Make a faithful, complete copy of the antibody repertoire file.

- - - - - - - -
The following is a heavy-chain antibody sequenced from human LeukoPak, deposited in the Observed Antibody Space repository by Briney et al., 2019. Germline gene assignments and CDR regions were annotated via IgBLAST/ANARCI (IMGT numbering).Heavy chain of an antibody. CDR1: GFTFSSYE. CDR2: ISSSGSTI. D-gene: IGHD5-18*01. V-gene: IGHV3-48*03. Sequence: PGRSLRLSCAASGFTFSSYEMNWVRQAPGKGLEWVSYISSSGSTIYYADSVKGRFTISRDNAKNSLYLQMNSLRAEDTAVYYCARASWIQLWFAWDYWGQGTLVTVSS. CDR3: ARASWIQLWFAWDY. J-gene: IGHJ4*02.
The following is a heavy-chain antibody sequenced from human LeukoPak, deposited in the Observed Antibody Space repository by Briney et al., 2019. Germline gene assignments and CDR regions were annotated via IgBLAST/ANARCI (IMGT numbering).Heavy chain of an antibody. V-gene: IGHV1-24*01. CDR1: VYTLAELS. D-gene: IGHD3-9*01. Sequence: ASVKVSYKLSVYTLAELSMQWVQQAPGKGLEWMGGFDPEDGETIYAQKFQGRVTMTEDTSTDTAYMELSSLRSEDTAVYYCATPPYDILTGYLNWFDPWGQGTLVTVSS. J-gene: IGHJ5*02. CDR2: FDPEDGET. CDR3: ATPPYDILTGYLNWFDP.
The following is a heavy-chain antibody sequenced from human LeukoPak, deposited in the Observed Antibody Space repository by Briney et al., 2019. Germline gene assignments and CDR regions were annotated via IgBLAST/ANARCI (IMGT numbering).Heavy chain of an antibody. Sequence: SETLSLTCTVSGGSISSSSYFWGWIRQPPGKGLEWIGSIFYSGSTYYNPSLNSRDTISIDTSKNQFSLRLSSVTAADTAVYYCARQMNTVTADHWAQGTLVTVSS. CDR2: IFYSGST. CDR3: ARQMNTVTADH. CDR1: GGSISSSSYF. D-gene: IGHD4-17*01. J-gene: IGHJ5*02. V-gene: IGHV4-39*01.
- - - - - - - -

The following is a heavy-chain antibody sequenced from human LeukoPak, deposited in the Observed Antibody Space repository by Briney et al., 2019. Germline gene assignments and CDR regions were annotated via IgBLAST/ANARCI (IMGT numbering).Heavy chain of an antibody. CDR1: GFTFSSYE. CDR2: ISSSGSTI. D-gene: IGHD5-18*01. V-gene: IGHV3-48*03. Sequence: PGRSLRLSCAASGFTFSSYEMNWVRQAPGKGLEWVSYISSSGSTIYYADSVKGRFTISRDNAKNSLYLQMNSLRAEDTAVYYCARASWIQLWFAWDYWGQGTLVTVSS. CDR3: ARASWIQLWFAWDY. J-gene: IGHJ4*02.
The following is a heavy-chain antibody sequenced from human LeukoPak, deposited in the Observed Antibody Space repository by Briney et al., 2019. Germline gene assignments and CDR regions were annotated via IgBLAST/ANARCI (IMGT numbering).Heavy chain of an antibody. V-gene: IGHV1-24*01. CDR1: VYTLAELS. D-gene: IGHD3-9*01. Sequence: ASVKVSYKLSVYTLAELSMQWVQQAPGKGLEWMGGFDPEDGETIYAQKFQGRVTMTEDTSTDTAYMELSSLRSEDTAVYYCATPPYDILTGYLNWFDPWGQGTLVTVSS. J-gene: IGHJ5*02. CDR2: FDPEDGET. CDR3: ATPPYDILTGYLNWFDP.
The following is a heavy-chain antibody sequenced from human LeukoPak, deposited in the Observed Antibody Space repository by Briney et al., 2019. Germline gene assignments and CDR regions were annotated via IgBLAST/ANARCI (IMGT numbering).Heavy chain of an antibody. Sequence: SETLSLTCTVSGGSISSSSYFWGWIRQPPGKGLEWIGSIFYSGSTYYNPSLNSRDTISIDTSKNQFSLRLSSVTAADTAVYYCARQMNTVTADHWAQGTLVTVSS. CDR2: IFYSGST. CDR3: ARQMNTVTADH. CDR1: GGSISSSSYF. D-gene: IGHD4-17*01. J-gene: IGHJ5*02. V-gene: IGHV4-39*01.